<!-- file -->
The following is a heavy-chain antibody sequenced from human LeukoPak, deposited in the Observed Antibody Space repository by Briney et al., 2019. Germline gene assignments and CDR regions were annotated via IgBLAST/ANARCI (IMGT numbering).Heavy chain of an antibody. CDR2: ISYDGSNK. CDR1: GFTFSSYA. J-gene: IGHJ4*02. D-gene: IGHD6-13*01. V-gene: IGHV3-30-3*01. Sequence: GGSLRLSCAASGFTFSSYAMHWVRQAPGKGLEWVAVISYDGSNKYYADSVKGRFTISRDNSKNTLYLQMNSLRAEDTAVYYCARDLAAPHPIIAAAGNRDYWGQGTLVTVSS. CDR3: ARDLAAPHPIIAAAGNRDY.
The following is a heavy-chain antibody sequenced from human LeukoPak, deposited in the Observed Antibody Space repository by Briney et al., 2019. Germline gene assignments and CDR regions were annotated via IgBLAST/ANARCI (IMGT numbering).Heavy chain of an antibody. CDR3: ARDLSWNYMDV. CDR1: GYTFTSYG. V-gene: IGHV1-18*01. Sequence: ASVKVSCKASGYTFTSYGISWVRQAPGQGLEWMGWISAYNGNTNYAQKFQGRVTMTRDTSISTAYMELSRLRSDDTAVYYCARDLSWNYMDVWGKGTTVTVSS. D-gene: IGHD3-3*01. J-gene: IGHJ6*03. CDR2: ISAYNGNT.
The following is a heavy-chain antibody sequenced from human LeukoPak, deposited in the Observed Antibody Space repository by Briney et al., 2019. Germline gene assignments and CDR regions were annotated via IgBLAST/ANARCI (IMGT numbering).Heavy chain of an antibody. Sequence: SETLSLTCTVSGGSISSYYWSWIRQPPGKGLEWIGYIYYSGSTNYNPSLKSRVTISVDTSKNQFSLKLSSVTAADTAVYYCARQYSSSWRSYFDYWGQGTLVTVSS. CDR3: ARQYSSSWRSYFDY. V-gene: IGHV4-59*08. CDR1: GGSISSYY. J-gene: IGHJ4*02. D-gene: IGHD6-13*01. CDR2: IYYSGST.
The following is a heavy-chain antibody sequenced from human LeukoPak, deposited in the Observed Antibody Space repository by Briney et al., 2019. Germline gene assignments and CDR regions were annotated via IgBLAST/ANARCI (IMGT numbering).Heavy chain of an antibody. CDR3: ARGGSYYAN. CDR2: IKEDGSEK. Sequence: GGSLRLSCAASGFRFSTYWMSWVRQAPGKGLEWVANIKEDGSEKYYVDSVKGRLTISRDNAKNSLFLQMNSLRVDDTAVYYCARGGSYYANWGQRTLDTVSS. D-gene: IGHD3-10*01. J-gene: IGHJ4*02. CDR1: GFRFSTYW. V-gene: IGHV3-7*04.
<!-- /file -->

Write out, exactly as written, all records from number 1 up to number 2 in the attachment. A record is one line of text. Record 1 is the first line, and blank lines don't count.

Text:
The following is a heavy-chain antibody sequenced from human LeukoPak, deposited in the Observed Antibody Space repository by Briney et al., 2019. Germline gene assignments and CDR regions were annotated via IgBLAST/ANARCI (IMGT numbering).Heavy chain of an antibody. CDR2: ISYDGSNK. CDR1: GFTFSSYA. J-gene: IGHJ4*02. D-gene: IGHD6-13*01. V-gene: IGHV3-30-3*01. Sequence: GGSLRLSCAASGFTFSSYAMHWVRQAPGKGLEWVAVISYDGSNKYYADSVKGRFTISRDNSKNTLYLQMNSLRAEDTAVYYCARDLAAPHPIIAAAGNRDYWGQGTLVTVSS. CDR3: ARDLAAPHPIIAAAGNRDY.
The following is a heavy-chain antibody sequenced from human LeukoPak, deposited in the Observed Antibody Space repository by Briney et al., 2019. Germline gene assignments and CDR regions were annotated via IgBLAST/ANARCI (IMGT numbering).Heavy chain of an antibody. CDR3: ARDLSWNYMDV. CDR1: GYTFTSYG. V-gene: IGHV1-18*01. Sequence: ASVKVSCKASGYTFTSYGISWVRQAPGQGLEWMGWISAYNGNTNYAQKFQGRVTMTRDTSISTAYMELSRLRSDDTAVYYCARDLSWNYMDVWGKGTTVTVSS. D-gene: IGHD3-3*01. J-gene: IGHJ6*03. CDR2: ISAYNGNT.